On the contrary, self-proclaimed moderates of all political stripes have said that the prolific eighteenth-century writer better known by his pen name, Voltaire, should be untouchable. They were angered when anti-racist graffiti continued to be sprayed on the stone depiction due to its links to the slave trade.
In turn, the accusations of those responsible for the vandalism were that Voltaire had personally invested in the French East India Company, founded in 1664 to exploit New World products, including Africans bought and sold as merchandise for profit.
Voltaire had many enemies, and there were certainly as many rumors as false documents linking him to the slave trade. However, he liked to define himself as a “merchant philosopher” and unmistakably financed the French East India Company in the 1740s, when its armed frigates were focused on triangular trade voyages to Africa.
Beyond owning corporate stock, Voltaire is recorded as having directly invested his own money in slave transport adventures by ships such as The Saint-Georges, who left Cadiz, Spain, in December 1751 for Guinea.
More than 250 years later, anger among those in Paris who dismissed this evidence as unimportant escalated when workers transported the Voltaire stone to a distant warehouse. The official explanation was that he needed a good cleanup, but conspiracy theorists still fear he’ll never come back. They accuse the authorities of bowing to Black Lives Matter (BLM) activists and the so-called cancellation culture they propagate.
BLM is already an extremely influential movement in France. He was galvanized by the murder of black American George Floyd in Minneapolis in May, but there have been numerous parallel cases of French ethnic minorities dying in police custody.
These include Adama Traoré, who died on his 24th birthday in a cell in the Paris suburb of Beaumont-sur-Oise in July 2016. There is no film on what happened, but family and other supporters say Traore – like Floyd – was suffocated after being cornered by three officers.
There have been regular BLM rallies in France – one on June 2 led to around 23,000 people appearing in court in Paris. Police used tear gas and baton charges in an attempt to disperse the illegal gathering. The slogans ” Justice for Adama“And” Black Lives Matter “were chanted everywhere.
Beyond street protests, questioning famous public figures – living or dead – because they are considered deeply reprehensible is becoming an increasingly powerful force in France.
Projections of J’accuse (An Officer and a Spy), the latest film by Roman Polanski, the French director who has fled American justice for decades for the rape of a child, has been shut down by feminist groups, for example. This follows new allegations of sexual assault by Polanski, who has denied the allegations.
Spraying red paint – to symbolize blood – on historic monuments is part of the same culture. Beyond Voltaire, the statues of various officials and generals have been vandalized. A bronze depiction of Hubert Lyautey, the late colonial administrator nicknamed “the Empire Builder”, was soiled in Paris on the same day as the stone image of Voltaire.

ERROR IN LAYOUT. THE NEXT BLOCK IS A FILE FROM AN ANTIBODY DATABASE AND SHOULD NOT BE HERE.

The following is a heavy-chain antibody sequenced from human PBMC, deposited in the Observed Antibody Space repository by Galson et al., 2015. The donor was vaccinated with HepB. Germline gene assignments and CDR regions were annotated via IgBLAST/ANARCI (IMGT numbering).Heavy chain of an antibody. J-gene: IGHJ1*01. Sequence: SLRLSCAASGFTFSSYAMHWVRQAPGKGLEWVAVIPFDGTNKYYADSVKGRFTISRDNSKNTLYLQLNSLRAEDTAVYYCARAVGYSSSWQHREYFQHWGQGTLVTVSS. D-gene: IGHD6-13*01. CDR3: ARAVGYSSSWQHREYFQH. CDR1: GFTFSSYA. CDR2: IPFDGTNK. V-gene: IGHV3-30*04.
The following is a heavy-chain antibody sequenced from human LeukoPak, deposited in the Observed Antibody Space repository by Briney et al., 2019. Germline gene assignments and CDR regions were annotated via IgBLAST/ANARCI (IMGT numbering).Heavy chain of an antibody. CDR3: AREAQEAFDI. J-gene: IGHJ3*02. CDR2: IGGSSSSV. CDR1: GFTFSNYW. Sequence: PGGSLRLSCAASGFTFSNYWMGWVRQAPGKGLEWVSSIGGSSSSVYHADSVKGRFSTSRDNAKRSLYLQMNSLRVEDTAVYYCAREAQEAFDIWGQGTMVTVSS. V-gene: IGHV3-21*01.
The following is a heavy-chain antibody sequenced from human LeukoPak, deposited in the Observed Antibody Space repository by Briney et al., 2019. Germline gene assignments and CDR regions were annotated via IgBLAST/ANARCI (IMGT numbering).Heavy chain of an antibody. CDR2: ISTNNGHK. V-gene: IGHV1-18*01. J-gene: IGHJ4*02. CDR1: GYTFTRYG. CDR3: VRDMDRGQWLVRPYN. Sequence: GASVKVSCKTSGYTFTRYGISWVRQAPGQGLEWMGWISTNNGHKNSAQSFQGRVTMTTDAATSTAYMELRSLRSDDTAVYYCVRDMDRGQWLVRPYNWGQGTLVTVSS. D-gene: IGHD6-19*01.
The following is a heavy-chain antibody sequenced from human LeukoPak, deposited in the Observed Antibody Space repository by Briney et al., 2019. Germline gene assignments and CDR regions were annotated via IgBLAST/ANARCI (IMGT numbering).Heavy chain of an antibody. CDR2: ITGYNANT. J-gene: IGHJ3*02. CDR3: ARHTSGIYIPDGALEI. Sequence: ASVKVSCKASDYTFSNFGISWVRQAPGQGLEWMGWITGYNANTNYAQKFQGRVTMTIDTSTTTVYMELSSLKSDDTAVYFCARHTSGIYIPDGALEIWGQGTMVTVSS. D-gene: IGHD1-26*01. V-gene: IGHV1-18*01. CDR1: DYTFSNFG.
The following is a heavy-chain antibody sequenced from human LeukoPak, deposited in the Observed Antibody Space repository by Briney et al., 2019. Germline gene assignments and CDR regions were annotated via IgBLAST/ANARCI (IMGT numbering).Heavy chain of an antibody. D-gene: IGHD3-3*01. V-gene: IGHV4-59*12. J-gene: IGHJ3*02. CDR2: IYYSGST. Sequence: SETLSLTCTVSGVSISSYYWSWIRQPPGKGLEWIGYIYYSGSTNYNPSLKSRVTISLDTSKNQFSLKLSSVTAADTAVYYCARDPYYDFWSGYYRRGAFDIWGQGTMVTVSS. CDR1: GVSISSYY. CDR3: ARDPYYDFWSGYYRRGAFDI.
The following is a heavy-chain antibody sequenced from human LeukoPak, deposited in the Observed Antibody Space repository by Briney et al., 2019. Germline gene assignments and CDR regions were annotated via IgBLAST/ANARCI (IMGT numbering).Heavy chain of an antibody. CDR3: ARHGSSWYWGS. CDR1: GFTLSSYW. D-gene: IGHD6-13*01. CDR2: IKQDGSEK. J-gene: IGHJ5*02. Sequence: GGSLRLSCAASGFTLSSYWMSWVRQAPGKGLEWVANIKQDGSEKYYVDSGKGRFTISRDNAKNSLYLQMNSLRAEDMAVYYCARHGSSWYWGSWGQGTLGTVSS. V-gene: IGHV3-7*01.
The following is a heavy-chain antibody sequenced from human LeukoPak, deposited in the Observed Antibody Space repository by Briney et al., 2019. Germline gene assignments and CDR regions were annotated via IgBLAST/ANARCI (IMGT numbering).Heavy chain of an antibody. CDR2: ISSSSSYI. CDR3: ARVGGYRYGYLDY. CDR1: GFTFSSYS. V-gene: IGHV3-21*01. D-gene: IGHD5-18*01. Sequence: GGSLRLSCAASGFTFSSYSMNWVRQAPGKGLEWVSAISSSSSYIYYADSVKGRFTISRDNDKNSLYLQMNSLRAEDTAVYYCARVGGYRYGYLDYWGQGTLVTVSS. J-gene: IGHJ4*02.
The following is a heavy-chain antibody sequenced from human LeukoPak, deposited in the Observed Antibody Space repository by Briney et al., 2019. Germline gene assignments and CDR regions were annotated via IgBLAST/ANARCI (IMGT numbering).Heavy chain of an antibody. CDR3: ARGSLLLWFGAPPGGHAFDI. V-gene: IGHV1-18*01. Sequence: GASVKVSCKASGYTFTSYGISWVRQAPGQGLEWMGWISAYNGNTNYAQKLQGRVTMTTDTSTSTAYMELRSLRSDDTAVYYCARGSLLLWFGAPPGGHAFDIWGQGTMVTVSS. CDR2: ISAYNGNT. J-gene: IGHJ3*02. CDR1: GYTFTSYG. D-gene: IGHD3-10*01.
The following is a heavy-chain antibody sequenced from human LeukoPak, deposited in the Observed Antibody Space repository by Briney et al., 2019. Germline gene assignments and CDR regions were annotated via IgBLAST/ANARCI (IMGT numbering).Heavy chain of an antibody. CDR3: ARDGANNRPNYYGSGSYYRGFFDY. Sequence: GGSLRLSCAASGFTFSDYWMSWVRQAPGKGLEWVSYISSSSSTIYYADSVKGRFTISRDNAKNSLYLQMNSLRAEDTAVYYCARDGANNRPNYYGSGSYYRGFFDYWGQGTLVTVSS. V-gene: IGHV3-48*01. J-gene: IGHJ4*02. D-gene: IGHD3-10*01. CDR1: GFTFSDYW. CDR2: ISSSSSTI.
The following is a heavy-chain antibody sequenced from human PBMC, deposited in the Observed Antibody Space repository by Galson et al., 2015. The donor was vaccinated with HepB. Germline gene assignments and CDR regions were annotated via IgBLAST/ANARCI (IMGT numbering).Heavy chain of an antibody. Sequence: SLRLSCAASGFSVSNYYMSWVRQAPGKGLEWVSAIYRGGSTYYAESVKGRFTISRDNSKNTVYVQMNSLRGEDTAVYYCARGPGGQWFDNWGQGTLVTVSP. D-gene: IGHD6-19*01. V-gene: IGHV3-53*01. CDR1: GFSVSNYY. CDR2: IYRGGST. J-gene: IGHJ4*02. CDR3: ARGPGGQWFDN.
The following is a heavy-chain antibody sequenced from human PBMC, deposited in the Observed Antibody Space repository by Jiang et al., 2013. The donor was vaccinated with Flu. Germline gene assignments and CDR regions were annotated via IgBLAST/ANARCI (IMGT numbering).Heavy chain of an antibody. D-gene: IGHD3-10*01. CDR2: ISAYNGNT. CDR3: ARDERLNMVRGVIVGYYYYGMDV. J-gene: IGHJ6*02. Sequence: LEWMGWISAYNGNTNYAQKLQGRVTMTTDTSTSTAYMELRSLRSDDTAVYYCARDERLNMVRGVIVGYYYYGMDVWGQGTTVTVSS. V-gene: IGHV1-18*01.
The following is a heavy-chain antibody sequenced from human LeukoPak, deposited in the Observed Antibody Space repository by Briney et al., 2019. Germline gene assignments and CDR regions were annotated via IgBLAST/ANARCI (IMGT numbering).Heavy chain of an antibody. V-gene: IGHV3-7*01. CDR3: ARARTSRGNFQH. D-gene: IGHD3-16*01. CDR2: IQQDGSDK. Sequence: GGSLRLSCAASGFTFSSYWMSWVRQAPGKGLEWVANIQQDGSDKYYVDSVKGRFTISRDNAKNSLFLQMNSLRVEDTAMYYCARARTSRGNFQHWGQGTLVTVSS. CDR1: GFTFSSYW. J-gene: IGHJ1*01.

Voltaire, who was 83 when he died in 1778, was a man of his time, say his apologists. What if he invested in a company involved in transporting enslaved human beings to plantations? France had the right to compete with other imperial powers and in particular Great Britain. If that meant the brightest and the best had to meddle in an economic system that included a colonial slave sector, so be it, Voltaire’s staunch defenders would say.
According to sacred myths, the only theories of Voltaire that are important to humanity are those that informed the Enlightenment – the period of history that elevated science and reason above superstition and obscurantism. of religion and royalty. Individual freedom is the cornerstone of secular France, and names like Voltaire are now a shorthand for rational and liberal thought.
For far too many armchair supporters, Voltaire is thus like those who sit at the French Academy, the august institution made up of immortals (yes, that’s the word they use) who speak out on questions relating to the French language; he’s a reassuring establishment intellectual about whom not much is known, except that he’s never meant to be questioned.
It’s a cynical and lazy position – the kind that should bring shame on a modern republic that tries to live up to the ideals of freedom, equality and brotherhood.
The truth is that Voltaire remains a role model for dangerously ill-educated and intellectually dishonest hypocrites – those who are very selective in their approach to his work, either because they have not studied him at all or because they choose. deliberately certain elements. .
This is not unusual among those who put men like Thomas Jefferson and Winston Churchill on a pedestal while glossing over darker facts about their lives. Jefferson, the third President of the United States, owned hundreds of slaves through his father’s Virginia plantation heritage. Emancipation became important to Jefferson later in his life, but – like Voltaire – financial considerations often took precedence over common decency, meaning he kept hold of his human assets.